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Based on Be'er Yosef to Leviticus 25:1-3 There’s a Midrash which analyzes 1 a verse in Psalms 2. The verse describes גיבורי כוח, the mighty ones of strength, who follow Hashem’s word. Who does this refer to? The Midrash says that it refers to those who observe the mitzvah of shemittah. Why are these people called mighty ones of strength? If ...


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Ramban here answers that Shemittah was used as an example since it was stated briefly/generally at the time of Matan Torah (in Mishpatim), and the details were said later. This example shows us that all Mitzvos which were only mentioned backhandedly (or not at all) at that time in the Torah, but were explained later on, were really all explained in detail at ...


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Aleinu LeShabeiach, based on the teachings of Rav Zilberstein, quotes two answers to this question (p. 394-395): The Chasam Sofer explains that the reason shemittah and Mount Sinai are juxtaposed is because shemittah is a clear proof that the Torah was given by Hashem, and not fabricated by Moshe Rabbeinu, chas v’shalom. For what human being would dare to ...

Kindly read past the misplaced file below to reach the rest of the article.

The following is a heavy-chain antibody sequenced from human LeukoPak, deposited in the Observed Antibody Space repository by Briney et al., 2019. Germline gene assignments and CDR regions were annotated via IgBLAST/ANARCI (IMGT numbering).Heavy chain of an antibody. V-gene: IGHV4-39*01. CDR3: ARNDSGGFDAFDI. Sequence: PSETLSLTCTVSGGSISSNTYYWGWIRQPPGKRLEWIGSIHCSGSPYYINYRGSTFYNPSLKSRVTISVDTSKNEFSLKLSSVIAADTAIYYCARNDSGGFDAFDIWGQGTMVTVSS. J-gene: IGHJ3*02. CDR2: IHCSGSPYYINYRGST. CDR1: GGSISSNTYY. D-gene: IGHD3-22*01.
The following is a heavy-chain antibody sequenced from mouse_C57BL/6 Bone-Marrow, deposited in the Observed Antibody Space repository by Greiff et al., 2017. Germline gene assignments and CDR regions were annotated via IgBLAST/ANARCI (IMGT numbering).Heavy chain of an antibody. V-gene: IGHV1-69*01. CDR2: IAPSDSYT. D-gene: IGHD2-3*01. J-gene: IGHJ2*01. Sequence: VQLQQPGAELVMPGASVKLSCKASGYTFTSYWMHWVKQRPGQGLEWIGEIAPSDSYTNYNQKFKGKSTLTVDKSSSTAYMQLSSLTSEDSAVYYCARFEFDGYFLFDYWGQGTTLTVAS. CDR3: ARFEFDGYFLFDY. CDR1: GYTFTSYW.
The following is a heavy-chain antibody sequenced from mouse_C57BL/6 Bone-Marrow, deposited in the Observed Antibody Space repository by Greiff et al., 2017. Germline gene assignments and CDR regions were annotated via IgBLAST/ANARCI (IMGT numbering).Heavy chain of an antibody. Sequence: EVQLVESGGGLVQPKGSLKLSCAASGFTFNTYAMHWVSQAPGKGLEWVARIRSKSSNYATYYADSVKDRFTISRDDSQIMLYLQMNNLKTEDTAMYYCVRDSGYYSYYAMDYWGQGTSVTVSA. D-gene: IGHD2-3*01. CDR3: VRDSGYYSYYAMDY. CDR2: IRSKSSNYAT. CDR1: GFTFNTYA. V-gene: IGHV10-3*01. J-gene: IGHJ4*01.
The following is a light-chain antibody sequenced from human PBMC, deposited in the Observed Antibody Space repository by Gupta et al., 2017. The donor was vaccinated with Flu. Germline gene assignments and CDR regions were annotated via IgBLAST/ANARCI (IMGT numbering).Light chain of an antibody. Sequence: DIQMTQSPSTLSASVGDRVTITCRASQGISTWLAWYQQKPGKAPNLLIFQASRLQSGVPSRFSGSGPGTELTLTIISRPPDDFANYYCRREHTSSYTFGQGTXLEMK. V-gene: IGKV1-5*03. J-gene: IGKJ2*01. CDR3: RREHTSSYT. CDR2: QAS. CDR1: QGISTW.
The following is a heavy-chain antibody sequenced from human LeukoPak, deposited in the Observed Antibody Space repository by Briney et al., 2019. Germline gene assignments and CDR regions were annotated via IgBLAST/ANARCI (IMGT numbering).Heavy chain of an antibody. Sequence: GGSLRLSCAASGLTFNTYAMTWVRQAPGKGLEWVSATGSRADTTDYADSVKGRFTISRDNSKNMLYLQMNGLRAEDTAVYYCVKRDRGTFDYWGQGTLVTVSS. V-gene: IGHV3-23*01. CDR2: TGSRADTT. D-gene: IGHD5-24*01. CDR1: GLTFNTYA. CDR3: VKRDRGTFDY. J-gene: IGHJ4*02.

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Ralbag, seen here, suggests that it is not the particular Mitzvah itself that warrants this statement, rather it's placement in the order of the Torah. He writes: Since the narrative was interrupted with details about the one who cursed, which was not something said at Har Sinai, the Torah reiterated that this mitzvah was in fact said at Har Sinai. ...


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